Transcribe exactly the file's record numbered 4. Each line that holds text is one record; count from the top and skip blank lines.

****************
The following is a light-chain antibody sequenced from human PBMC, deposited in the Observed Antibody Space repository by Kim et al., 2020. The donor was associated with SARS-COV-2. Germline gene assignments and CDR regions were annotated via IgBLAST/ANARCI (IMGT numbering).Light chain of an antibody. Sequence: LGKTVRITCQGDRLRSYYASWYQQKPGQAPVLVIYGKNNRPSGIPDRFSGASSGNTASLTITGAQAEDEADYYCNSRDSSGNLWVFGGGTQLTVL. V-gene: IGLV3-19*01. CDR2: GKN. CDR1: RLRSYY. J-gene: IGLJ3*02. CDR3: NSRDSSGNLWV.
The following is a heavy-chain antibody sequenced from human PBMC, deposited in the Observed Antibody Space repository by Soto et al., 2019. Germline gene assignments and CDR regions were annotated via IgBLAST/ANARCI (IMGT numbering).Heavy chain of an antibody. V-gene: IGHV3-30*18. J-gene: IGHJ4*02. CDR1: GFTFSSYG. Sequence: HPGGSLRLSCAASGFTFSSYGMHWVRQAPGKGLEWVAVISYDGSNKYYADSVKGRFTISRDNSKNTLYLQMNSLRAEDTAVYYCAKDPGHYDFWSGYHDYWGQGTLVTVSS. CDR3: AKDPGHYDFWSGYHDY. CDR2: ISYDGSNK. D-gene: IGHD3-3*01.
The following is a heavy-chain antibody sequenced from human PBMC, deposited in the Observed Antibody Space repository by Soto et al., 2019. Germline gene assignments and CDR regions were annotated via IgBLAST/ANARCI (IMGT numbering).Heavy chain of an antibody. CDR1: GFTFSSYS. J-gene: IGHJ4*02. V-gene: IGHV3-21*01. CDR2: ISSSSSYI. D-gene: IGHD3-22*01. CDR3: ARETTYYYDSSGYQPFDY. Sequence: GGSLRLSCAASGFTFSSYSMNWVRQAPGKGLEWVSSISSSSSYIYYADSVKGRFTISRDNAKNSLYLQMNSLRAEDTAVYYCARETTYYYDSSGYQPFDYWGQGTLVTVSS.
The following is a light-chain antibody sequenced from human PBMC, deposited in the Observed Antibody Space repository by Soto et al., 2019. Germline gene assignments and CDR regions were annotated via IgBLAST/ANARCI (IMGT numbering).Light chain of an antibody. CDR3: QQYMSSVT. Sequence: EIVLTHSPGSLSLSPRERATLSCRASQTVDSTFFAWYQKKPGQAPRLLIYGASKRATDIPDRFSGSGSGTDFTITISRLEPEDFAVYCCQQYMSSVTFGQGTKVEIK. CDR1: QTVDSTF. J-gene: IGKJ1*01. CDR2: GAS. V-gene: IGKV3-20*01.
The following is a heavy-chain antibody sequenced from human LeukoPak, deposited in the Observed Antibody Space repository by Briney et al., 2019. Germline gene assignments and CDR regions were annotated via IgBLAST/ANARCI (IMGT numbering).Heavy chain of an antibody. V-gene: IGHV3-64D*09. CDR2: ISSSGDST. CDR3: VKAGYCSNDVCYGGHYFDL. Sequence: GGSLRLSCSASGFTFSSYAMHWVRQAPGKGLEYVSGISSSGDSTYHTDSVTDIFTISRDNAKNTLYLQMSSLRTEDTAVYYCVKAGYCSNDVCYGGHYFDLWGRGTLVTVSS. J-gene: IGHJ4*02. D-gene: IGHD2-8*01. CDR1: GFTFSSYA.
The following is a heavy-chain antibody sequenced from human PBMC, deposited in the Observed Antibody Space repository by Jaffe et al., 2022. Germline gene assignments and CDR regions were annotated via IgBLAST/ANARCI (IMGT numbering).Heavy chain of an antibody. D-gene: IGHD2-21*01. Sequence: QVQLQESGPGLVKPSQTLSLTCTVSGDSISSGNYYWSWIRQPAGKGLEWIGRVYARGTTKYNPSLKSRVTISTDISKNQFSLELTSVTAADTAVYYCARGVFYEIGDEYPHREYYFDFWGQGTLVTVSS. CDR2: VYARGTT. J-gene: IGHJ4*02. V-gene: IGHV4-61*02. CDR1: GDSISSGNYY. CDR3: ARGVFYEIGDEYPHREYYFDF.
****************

The following is a light-chain antibody sequenced from human PBMC, deposited in the Observed Antibody Space repository by Soto et al., 2019. Germline gene assignments and CDR regions were annotated via IgBLAST/ANARCI (IMGT numbering).Light chain of an antibody. CDR3: QQYMSSVT. Sequence: EIVLTHSPGSLSLSPRERATLSCRASQTVDSTFFAWYQKKPGQAPRLLIYGASKRATDIPDRFSGSGSGTDFTITISRLEPEDFAVYCCQQYMSSVTFGQGTKVEIK. CDR1: QTVDSTF. J-gene: IGKJ1*01. CDR2: GAS. V-gene: IGKV3-20*01.